Maybe it’s the end-of-year rush, the impending holiday season, or the vision of my imminent drive up to sunny Albany, NY, in killer Thanksgiving traffic, but I’m feeling a bit annoyed. Peevish, even. So you can imagine how I became a bit agitated when I read this new report from the American Advertising Foundation (AAF).
In a new survey of advertising industry leaders, the AAF discovered many top ad biz executives are “worried” about new media. They express doubts about the effectiveness of advertising in such staples as blogs, podcasts, and Web-enabled cell phones. They report remaining “bullish” on the ad industry, however, and said they expect online advertising spending to increase.
What year is this, anyway? When I first read the report, I had to check the date to make sure I wasn’t reading an archived attitudinal survey from 1995. It’s hard to believe with at least a decade of online advertising under their belts, these “top” executives are still nervous about new media.
Rather than fume about it, I asked myself why. Why are these folks still skeptical about a medium that’s more measurable, accountable, and targetable than any other medium? After all, the report states, “traditional advertising challenges remain major industry concerns, such as demonstrating ROI [and] creating ideas that break through the clutter.”
Even if you disregard traditional online advertising and look at the more non-traditional online media mentioned in the report, such as blogs and podcasts, nervousness seems a bit misplaced. Online video, for example, is considered fairly non-traditional, yet comScore reports 94 million Americans viewed online video in June 2005. The same company also reports 50 million Americans visited blogs during Q1 2005. That’s a lot of folks, but from an advertising standpoint, the comScore survey also found “compared to the average Internet user, blog readers are significantly more likely to live in wealthier households, be younger and connect to the Web on high speed connections.” They also “visit nearly twice as many web pages as the Internet average, and they are much more likely to shop online.”
Sounds like the ideal target market to me. If I were advertising to those people, I wouldn’t feel so nervous.
Other non-traditional online media seem to fair pretty well, too. A JupiterResearch study released in August found 89 percent of XML/RSS (define) users regularly buy online, followed by 77 percent of blog readers and 69 percent of podcast listeners. Compare this to the baseline of 62 percent of Internet users, and aficionados of non-traditional, or new, media start to look like a pretty juicy audience.
Worried about tracking? Getting stats on streaming video ads is pretty easy, and you don’t have to worry about consumers “TiVoing” over your ads (something top ad execs worry about, according to the AAF). Even stuff as apparently anxiety-producing as podcast advertising is now trackable, thanks to companies such as Podtrac. Viral marketing (undoubtedly another advertising method causing beads of sweat to form on the exquisitely waxed upper lips of Madison Avenue corner-office holders) can be tracked using services such as those offered by BuzzMetrics and DMC.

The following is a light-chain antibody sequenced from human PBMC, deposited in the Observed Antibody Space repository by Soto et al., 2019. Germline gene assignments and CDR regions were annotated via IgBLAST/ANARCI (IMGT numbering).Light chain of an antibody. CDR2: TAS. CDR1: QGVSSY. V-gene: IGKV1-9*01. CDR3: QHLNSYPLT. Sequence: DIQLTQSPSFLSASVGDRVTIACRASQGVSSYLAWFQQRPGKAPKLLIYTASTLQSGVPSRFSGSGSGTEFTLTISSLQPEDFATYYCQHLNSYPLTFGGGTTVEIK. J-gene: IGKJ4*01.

Why the nervousness? Obviously, anything relatively new causes anxiety in anyone, particularly those in a business that’s been doing things pretty much the same way for decades. No one wants to look like they don’t know what they’re doing or to make a mistake due to inexperience. Even something as “normal” as SEM (define) has its share of unsophisticated users, a fact JupiterResearch reported in late ’04. Tried and true is, well, tried and true. New stuff is scary.
I expect there’s another level, one many of us in the biz won’t own up to: online marketing isn’t sexy. It isn’t glamorous, has little cultural mythology around it (would “Bewitched” have worked if Larry Tate and Darren Stevens were search engine marketers?), and isn’t something that necessarily captures the public imagination.
Traditional ad creatives (in my experience) seem to hate online marketing. Just look at the faces of your traditional creative team next time you ask them to design a banner. Budgets are lower, production times are compressed, there are no multi-week expense-account-fueled post-production bacchanals, and your mom’s not likely to tell you how proud she is of your new Flash ad (though she would if she saw your spot on TV). Oh, and you rarely get to fly to exotic locations for shoots. Don’t forget that.
The evidence is there: online advertising works. New media work. People watch them, consume them, and interact with them. They’re trackable, measurable, and provide the most realistic way to measure ROI (define).
If that makes you nervous, it should.
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